Vitamin D Deficiency Symptoms, Vitamin D Overdose

Vitamin D deficiency symptoms affect a surprising percentage of adults. In the New England Journal of Medicine, a study found that 42 percent of hospitalized patients under the age of 65 suffered from a deficiency of this vitamin.

Vitamin D Facts

Vitamin D is a fat soluble vitamin which has several forms, most notable of which are D2 (ergocaliciferol), D3 (cholecalciferol), and the synthetic form D5.

D2 (ergocaliciferol) is obtained from food sources, D3 (cholecalciferol) is produced by the action of the sun’s ultraviolet rays on oils in the skin, using your body’s cholesterol to do so. D3 is the most natural and active form of the D vitamin. These forms of vitamin D are converted by the liver and kidneys into the bioactive form, calcitriol.

The D vitamin behaves like a hormone and is sometimes considered such. It is important for facilitating the absorption of calcium and magnesium. It also helps to regulate phosphorus levels in the body. Vitamin D helps to maintain a healthy immune system and thyroid gland.

Vitamin D Deficiency Symptoms

People more at risk of developing vitamin D deficiency symptoms are elderly people, alcoholics, vegans and people with darker skin pigmentation. The diet of strict vegetarians and vegans may not provide enough fortified dairy foods. Dark skin contains more melanin which could inhibit the skin’s capacity to produce vitamin D from sunlight.

Without vitamin D, bones are unable to properly calcify (harden). Vitamin D’s role in bone health may make it an effective osteoporosis aid. It is also required for the eruption, growth, and strength of teeth. And as it regulates calcium and phosphorus metabolism, vitamin D has been shown to assist in maintaining nervous system function, while also maintaining calcium levels.

Advanced prostate cancer leads to vitamin D deficiency symptoms in men, according to a study published in the Journal of Urology which found that 44 percent of men with prostate cancer had low levels of vitamin D in their blood.

Factors that may increase deficiency of vitamin D deficiency include lack of exposure to sunlight, cholesterol lowering drugs, antacids, sedatives, liver, kidney and gallbladder disorders. Vitamin D deficiency is often seen in people with overactive parathyroid glands. This gland helps to maintain calcium levels vital for proper functioning of the muscular and nervous systems.

Vitamin D deficiency symptoms are traditionally associated with rickets in children (characterized by deformities of the rib cage and skull and by bowlegs, due to failure of the body to absorb calcium and phosphorus). Vitamin D deficiency can cause a mineral deficit in the bones called osteomalacia leading to bone softening, muscle weakness and twitching, and possibly deafness. Without vitamin D, bones are unable to properly calcify and harden.

Senile osteoporosis can result from deficiency of vitamin D later in life. The benefit of vitamin D for bone health may make it an effective osteoporosis remedy. Vitamin D deficiency symptoms have been associated with ulcerative colitis and Crohn’s disease. Other vitamin D deficiency symptoms include visual problems, diarrhea, insomnia, and a burning feeling in the mouth and throat.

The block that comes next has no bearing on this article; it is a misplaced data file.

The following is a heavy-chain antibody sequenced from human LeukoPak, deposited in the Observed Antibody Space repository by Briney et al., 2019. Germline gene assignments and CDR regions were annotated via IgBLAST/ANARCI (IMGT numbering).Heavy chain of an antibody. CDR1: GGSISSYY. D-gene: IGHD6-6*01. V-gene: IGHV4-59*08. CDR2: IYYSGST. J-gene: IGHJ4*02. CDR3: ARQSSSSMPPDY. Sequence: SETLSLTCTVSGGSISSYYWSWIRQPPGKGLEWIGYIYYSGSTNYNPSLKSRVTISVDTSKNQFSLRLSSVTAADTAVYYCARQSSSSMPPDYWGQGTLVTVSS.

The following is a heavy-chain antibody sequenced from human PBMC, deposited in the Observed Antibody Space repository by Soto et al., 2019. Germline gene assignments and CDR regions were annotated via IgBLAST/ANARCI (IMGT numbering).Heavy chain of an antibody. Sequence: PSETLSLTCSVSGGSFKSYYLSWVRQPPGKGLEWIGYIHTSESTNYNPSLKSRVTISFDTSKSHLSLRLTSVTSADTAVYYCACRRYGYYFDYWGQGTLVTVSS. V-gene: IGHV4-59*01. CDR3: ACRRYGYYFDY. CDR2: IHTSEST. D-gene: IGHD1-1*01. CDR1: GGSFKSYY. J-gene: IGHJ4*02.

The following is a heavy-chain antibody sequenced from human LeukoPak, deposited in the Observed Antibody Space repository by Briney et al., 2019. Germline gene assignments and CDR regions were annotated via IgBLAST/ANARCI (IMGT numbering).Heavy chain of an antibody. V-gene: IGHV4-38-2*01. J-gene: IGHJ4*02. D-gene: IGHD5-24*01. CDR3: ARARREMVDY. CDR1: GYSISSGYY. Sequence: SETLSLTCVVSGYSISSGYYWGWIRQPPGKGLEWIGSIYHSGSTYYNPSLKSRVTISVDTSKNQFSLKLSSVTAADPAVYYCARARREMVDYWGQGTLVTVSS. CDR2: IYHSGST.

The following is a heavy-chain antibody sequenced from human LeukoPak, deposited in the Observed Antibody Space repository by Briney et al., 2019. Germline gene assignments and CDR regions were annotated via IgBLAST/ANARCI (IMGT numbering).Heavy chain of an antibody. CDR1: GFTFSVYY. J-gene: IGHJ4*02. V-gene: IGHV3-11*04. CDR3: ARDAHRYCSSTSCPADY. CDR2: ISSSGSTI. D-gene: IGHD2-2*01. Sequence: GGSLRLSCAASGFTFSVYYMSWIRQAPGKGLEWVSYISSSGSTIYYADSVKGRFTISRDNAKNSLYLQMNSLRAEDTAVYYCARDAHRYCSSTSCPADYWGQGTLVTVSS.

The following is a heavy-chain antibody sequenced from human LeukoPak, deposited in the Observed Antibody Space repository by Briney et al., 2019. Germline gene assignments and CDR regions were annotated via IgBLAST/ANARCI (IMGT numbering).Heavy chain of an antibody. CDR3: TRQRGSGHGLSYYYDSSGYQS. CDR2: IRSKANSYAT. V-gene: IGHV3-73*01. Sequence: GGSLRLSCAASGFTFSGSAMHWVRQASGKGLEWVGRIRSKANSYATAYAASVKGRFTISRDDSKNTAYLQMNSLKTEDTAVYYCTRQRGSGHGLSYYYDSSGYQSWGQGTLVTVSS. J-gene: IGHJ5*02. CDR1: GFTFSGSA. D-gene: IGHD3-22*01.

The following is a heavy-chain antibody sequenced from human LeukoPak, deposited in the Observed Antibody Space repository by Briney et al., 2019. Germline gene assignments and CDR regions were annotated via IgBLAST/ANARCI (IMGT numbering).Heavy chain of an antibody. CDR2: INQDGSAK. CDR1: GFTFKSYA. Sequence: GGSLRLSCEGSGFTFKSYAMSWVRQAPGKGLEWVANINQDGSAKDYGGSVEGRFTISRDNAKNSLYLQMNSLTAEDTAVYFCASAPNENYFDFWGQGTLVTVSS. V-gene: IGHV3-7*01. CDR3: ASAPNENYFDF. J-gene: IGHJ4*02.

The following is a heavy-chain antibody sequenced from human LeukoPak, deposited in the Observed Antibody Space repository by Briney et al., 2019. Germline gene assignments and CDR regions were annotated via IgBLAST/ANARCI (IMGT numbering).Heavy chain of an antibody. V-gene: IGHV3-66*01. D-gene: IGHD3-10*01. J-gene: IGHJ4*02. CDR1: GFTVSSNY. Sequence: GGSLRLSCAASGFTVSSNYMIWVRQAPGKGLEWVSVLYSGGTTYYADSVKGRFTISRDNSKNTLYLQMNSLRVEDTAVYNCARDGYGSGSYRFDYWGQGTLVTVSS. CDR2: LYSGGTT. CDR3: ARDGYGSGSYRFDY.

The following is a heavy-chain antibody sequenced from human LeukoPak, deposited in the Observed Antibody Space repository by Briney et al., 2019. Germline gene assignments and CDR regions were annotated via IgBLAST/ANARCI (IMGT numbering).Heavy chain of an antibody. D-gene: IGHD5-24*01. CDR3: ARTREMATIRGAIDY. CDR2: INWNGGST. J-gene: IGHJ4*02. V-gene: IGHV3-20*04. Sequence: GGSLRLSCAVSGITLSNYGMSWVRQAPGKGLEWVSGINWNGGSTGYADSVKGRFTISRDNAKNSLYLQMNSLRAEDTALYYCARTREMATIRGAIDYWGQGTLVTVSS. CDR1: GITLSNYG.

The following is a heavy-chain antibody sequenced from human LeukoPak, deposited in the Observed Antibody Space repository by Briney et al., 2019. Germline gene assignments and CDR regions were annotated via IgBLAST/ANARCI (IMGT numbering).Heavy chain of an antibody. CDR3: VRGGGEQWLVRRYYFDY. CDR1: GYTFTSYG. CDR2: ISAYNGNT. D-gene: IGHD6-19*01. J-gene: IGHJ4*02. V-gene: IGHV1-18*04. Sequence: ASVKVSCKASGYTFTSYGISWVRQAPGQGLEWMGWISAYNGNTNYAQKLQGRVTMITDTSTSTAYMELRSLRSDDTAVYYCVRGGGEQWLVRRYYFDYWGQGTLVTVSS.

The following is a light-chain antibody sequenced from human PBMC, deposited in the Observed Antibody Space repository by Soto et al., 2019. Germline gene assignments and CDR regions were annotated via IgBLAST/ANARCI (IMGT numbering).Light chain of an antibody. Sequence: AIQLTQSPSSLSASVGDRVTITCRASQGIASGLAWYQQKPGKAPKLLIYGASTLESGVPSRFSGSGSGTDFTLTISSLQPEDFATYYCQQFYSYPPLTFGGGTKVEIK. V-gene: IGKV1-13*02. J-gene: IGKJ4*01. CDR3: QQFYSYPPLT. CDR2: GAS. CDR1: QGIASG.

Benefits of Vitamin D

The benefits of vitamin D include the healthy growth of bone, teeth, and nerve membranes and may help slow the progression of multiple sclerosis, osteoporosis, osteoarthritis, and rheumatoid arthritis.

The natural form of vitamin D, vitamin D3 (cholecalciferol) is essential for maintaining calcium levels in the blood, and is vital for healthy bones, strong teeth, immune system function, and blood pressure. Vitamin D also helps people maintain balance.

The benefits of vitamin D for normal blood clotting is important for a healthy heart and nervous system. Vitamin D benefits support the cardiovascular system, particularly heart health and blood pressure, blood cell formation, and blood filtering for the kidneys.

It is an effective treatment for the flaky skin disorder psoriasis, in the form of a vitamin D cream. The benefit of promoting a healthy immune system has led this vitamin to be considered as a treatment for auto-immune disorders and to help suppress the rejection of transplanted organs.

Vitamin D is necessary for supporting healthy levels of insulin in the blood. Vitamin D supplements have been shown to increase insulin production in people with type 2 diabetes. Vitamin D deficiency symptoms are associated with the risk of diabetes in children.

Vitamin D Overdose and Toxicity

Recommended daily allowance (minimum daily dosage to ward off serious deficiency) RDA of vitamin D for adults is 10 mcg. As vitamin D is fat soluble and stored in the body, vitamin d toxicity can be a factor and it is advised not to supplement more than 15 mcg per day. However, according to recent studies 10mcg RDA vitamin D has been found to be inadequate, and the optimal daily level should be at least 17.5mcg (which, under previous guidelines, could be considered to be a slight vitamin d overdose).

Vitamin d overdose in the body can cause nausea, thirst, vomiting, loss of appetite, and lethargy as a result of vitamin d toxicity. Elevated levels long-term can lead to excess calcium being deposited in blood vessels and the kidneys which may cause severe damage.

Foods With Vitamin D

Here are examples of where to find animal foods with vitamin D and good plant sources of vitamin D:

Animal foods with vitamin D : Oily fish, fish liver oils, egg yolk, butter, milk commonly fortified with vitamin D, liver.

Plant sources of vitamin D : Dark green leafy vegetables, sweet potatoes, oatmeal, vegetable oils, alfalfa sprouts, parsley.

NB. An important source of vitamin D is from formation in the skin when sterols become irradiated by ultra-violet light from exposure to unfiltered, direct sunlight.

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